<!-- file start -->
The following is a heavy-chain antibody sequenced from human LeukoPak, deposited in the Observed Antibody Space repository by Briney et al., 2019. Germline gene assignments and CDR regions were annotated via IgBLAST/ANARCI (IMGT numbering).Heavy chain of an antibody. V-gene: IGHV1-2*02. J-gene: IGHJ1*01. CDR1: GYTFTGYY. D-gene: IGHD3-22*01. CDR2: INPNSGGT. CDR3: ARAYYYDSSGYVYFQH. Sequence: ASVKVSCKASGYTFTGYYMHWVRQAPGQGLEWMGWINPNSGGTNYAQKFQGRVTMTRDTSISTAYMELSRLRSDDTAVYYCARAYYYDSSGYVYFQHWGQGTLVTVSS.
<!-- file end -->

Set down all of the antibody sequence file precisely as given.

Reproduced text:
The following is a heavy-chain antibody sequenced from human LeukoPak, deposited in the Observed Antibody Space repository by Briney et al., 2019. Germline gene assignments and CDR regions were annotated via IgBLAST/ANARCI (IMGT numbering).Heavy chain of an antibody. V-gene: IGHV1-2*02. J-gene: IGHJ1*01. CDR1: GYTFTGYY. D-gene: IGHD3-22*01. CDR2: INPNSGGT. CDR3: ARAYYYDSSGYVYFQH. Sequence: ASVKVSCKASGYTFTGYYMHWVRQAPGQGLEWMGWINPNSGGTNYAQKFQGRVTMTRDTSISTAYMELSRLRSDDTAVYYCARAYYYDSSGYVYFQHWGQGTLVTVSS.